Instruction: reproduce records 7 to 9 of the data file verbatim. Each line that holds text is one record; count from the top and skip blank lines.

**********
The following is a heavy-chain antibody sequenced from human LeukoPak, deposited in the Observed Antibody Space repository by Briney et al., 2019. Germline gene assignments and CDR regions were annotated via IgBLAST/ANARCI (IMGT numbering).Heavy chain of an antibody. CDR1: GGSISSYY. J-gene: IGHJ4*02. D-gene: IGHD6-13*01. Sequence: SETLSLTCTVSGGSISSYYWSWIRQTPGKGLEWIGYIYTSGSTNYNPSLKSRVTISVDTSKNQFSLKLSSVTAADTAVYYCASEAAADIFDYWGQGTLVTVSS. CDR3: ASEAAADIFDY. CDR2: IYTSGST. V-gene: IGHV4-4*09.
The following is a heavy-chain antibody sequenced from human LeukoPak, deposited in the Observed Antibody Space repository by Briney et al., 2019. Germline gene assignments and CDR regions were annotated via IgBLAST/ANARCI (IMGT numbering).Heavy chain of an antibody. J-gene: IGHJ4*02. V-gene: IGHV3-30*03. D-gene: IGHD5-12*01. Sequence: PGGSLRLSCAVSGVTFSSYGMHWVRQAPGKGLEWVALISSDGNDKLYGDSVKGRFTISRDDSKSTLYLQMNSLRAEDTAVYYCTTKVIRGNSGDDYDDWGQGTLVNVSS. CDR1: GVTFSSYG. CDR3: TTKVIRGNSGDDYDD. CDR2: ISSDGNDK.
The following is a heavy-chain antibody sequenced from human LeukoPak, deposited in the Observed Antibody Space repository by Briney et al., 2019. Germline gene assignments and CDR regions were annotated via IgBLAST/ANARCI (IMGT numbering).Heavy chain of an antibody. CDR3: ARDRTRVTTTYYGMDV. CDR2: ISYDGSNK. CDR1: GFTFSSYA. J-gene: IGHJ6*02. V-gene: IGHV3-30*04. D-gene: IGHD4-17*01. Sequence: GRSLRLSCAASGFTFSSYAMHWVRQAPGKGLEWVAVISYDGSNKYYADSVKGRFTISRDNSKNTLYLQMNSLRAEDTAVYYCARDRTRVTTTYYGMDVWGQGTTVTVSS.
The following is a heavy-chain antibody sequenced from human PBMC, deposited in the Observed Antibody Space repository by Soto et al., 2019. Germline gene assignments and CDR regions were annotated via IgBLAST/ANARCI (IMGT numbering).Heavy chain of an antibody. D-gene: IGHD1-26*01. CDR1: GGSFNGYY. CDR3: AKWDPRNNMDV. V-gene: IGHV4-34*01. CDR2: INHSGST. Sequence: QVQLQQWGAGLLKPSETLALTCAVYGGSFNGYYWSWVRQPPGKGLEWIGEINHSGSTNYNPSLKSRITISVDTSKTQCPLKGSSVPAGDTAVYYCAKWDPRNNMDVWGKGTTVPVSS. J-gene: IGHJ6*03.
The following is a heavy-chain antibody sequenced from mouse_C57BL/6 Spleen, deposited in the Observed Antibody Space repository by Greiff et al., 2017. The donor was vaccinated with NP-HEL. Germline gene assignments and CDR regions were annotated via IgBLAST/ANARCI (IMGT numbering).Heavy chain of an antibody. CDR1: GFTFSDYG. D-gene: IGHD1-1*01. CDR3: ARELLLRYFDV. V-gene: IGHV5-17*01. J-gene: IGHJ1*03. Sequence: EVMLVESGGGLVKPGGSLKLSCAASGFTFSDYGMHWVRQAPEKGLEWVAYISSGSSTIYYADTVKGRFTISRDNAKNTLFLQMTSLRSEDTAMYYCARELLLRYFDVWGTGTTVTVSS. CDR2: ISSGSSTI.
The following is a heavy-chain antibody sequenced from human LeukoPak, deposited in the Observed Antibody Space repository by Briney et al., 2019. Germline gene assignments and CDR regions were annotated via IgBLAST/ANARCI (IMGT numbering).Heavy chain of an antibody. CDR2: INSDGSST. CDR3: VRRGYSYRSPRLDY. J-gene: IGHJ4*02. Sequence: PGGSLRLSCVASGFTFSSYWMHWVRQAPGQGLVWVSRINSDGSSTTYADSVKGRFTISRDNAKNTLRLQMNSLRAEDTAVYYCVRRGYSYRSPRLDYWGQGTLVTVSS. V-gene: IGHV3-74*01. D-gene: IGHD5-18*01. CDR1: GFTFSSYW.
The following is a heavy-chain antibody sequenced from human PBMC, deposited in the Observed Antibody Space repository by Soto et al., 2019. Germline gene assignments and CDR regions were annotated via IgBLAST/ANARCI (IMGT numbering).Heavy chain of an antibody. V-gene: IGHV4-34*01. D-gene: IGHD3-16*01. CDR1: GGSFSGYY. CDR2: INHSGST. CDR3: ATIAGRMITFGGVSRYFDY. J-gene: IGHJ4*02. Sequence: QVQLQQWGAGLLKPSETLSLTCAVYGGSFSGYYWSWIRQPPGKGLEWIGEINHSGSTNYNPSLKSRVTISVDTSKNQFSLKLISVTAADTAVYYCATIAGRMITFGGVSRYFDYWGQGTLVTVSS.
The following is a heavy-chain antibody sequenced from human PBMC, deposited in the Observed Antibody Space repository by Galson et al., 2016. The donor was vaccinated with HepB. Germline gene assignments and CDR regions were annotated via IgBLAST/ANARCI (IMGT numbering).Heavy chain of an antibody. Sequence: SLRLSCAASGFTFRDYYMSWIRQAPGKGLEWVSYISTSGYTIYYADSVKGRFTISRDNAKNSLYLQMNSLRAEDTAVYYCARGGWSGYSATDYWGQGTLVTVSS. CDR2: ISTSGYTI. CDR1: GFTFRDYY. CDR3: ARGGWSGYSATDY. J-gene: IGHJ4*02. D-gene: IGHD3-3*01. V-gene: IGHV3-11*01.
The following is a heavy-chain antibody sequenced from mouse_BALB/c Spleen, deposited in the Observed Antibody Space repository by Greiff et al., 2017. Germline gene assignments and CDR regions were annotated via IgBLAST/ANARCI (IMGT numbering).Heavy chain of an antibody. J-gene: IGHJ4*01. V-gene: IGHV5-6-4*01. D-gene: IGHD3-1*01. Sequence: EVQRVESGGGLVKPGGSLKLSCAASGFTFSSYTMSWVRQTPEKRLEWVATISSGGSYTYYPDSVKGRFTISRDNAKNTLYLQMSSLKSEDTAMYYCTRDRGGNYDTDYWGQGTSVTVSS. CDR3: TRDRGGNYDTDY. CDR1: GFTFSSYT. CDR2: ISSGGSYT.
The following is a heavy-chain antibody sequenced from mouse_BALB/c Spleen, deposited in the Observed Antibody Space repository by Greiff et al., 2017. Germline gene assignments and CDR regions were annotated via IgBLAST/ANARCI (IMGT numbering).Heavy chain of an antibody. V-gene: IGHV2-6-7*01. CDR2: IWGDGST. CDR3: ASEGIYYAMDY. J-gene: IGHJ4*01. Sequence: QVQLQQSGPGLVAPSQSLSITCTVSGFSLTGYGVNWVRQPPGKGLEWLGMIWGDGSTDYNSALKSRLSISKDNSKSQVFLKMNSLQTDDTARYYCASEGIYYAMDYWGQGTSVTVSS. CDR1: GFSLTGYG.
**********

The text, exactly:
The following is a heavy-chain antibody sequenced from human PBMC, deposited in the Observed Antibody Space repository by Soto et al., 2019. Germline gene assignments and CDR regions were annotated via IgBLAST/ANARCI (IMGT numbering).Heavy chain of an antibody. V-gene: IGHV4-34*01. D-gene: IGHD3-16*01. CDR1: GGSFSGYY. CDR2: INHSGST. CDR3: ATIAGRMITFGGVSRYFDY. J-gene: IGHJ4*02. Sequence: QVQLQQWGAGLLKPSETLSLTCAVYGGSFSGYYWSWIRQPPGKGLEWIGEINHSGSTNYNPSLKSRVTISVDTSKNQFSLKLISVTAADTAVYYCATIAGRMITFGGVSRYFDYWGQGTLVTVSS.
The following is a heavy-chain antibody sequenced from human PBMC, deposited in the Observed Antibody Space repository by Galson et al., 2016. The donor was vaccinated with HepB. Germline gene assignments and CDR regions were annotated via IgBLAST/ANARCI (IMGT numbering).Heavy chain of an antibody. Sequence: SLRLSCAASGFTFRDYYMSWIRQAPGKGLEWVSYISTSGYTIYYADSVKGRFTISRDNAKNSLYLQMNSLRAEDTAVYYCARGGWSGYSATDYWGQGTLVTVSS. CDR2: ISTSGYTI. CDR1: GFTFRDYY. CDR3: ARGGWSGYSATDY. J-gene: IGHJ4*02. D-gene: IGHD3-3*01. V-gene: IGHV3-11*01.
The following is a heavy-chain antibody sequenced from mouse_BALB/c Spleen, deposited in the Observed Antibody Space repository by Greiff et al., 2017. Germline gene assignments and CDR regions were annotated via IgBLAST/ANARCI (IMGT numbering).Heavy chain of an antibody. J-gene: IGHJ4*01. V-gene: IGHV5-6-4*01. D-gene: IGHD3-1*01. Sequence: EVQRVESGGGLVKPGGSLKLSCAASGFTFSSYTMSWVRQTPEKRLEWVATISSGGSYTYYPDSVKGRFTISRDNAKNTLYLQMSSLKSEDTAMYYCTRDRGGNYDTDYWGQGTSVTVSS. CDR3: TRDRGGNYDTDY. CDR1: GFTFSSYT. CDR2: ISSGGSYT.